Most help for parents of drug addicts says the same thing – if you want to confirm suspicions, ask your child directly. Furthermore, it is essential to keep an open dialogue with your child. Discuss the hard to talk about issues, but keep it age-appropriate. But above all, if you suspect your child is already experimenting, it is crucial to have that talk now.
It is essential to understand your child’s mindset when talking to them. Social influences are particularly challenging when talking to teens. First, many teens’ self-image and identity are based on “fitting in” and social approval. At the same time, they may be exploring their independence and don’t want to be treated like a child.
Picking the right time and place to talk to your child or teen about addiction is vital. Trying to have a conversation between appointments can cut the conversation short. So, have the talk after dinner or during family time. If your child feels comfortable and not ambushed, they are more willing to open up.
Crucial advice in help for parents of addicts is never to make threats or accuse your child of using drugs or alcohol. The accusations will make them less willing to be open. Therefore, parents should remain calm, be supportive, and remind them you’re always there for them.
Explain the thoughts and feelings behind why you are skiing them about substance use. For instance, If you give them rules, explain why and they are more likely to listen. So if you ask them if they are using, explaining why you’re asking allows them to be open about why they are using.
Encourage your children and teens to speak to you. And, not just when you ask them too. Don’t ask “yes” or “no” questions but ones that require further explanation. In the same way, parents must be honest with their children.
Now is a perfect time to discuss a family history of addiction, if there is one. Parents should also talk about the experience to show the struggles of addiction on the family. By knowing the truth about how bad life can be, children are more likely to make positive choices.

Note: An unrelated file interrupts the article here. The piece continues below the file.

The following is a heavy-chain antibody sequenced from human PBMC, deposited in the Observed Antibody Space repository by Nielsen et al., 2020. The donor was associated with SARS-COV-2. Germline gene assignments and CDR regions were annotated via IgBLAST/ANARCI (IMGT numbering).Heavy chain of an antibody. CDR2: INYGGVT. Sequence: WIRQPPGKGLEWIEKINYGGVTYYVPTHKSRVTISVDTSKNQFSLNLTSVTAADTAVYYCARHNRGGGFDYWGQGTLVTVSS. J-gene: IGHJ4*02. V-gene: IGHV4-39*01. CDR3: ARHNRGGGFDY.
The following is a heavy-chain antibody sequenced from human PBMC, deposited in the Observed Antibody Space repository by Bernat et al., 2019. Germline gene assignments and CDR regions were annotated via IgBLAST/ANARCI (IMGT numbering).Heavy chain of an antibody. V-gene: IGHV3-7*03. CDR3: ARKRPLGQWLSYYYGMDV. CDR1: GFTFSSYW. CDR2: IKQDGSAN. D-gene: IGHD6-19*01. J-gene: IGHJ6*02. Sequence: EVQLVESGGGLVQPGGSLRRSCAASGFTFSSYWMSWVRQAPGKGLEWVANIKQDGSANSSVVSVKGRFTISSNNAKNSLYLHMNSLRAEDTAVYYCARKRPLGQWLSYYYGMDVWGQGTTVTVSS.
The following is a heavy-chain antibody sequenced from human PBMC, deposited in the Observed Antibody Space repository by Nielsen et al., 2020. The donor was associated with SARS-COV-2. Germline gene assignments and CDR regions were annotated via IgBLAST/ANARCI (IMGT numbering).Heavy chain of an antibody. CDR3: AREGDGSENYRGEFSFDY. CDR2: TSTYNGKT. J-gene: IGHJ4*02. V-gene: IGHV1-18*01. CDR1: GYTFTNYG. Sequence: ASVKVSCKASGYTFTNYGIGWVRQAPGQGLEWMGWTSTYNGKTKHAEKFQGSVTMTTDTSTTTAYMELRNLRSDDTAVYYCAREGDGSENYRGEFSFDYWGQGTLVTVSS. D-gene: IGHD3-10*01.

Another way to keep your children and teenagers talking is to use “I” statements. For instance, “when you don’t tell me what you’re doing, I can’t help you if you need something.” Making the topic of addiction the same it provides help for parent of a drug addict.
Using “I” statements also lets them know you are listening and not just talking. By saying “ I feel like..” and “What I understand is…” it shows you are listening. Moreover, make the conversation a dialogue and not a monologue.
Parents should explain why substance misuse is dangerous, not just why it is wrong. Children and teens already know drugs are illegal. So, explain why they are bad for them. Also, make sure they understand your concerns.
If your child or teen admits to any substance use, do not punish them. Instead, parents should explain why their child should seek treatment. But, above all, parents need to reassure their children they always have their support.
No matter the cause, addiction at an early age is a delicate situation and needs to be addressed. However, seeking treatment as soon as possible can improve your child’s chance of becoming healthy adults free from addiction. It’s essential for parents and their children to understand there is help available.
Children and teens require different treatment than adults. For this reason, it’s crucial to find a program that addresses their unique needs. While some addictions need the supervision of inpatient treatment, others can see benefits in outpatient treatment.
Furthermore, you may have an adult child struggling with substance use disorder. And, as a parent, of course, you are concerned about their health and wellness. Addiction at any age affects the entire family. For this reason, support groups provide help for parents of addicts of any age.
Our team at Sana Lake BWC is committed to providing children and teens struggling with addiction with the best care and recovery journey. But, addiction also affects the whole family. So, our family program works to rebuild the trust and harmony within the family. Contact us today to find out more.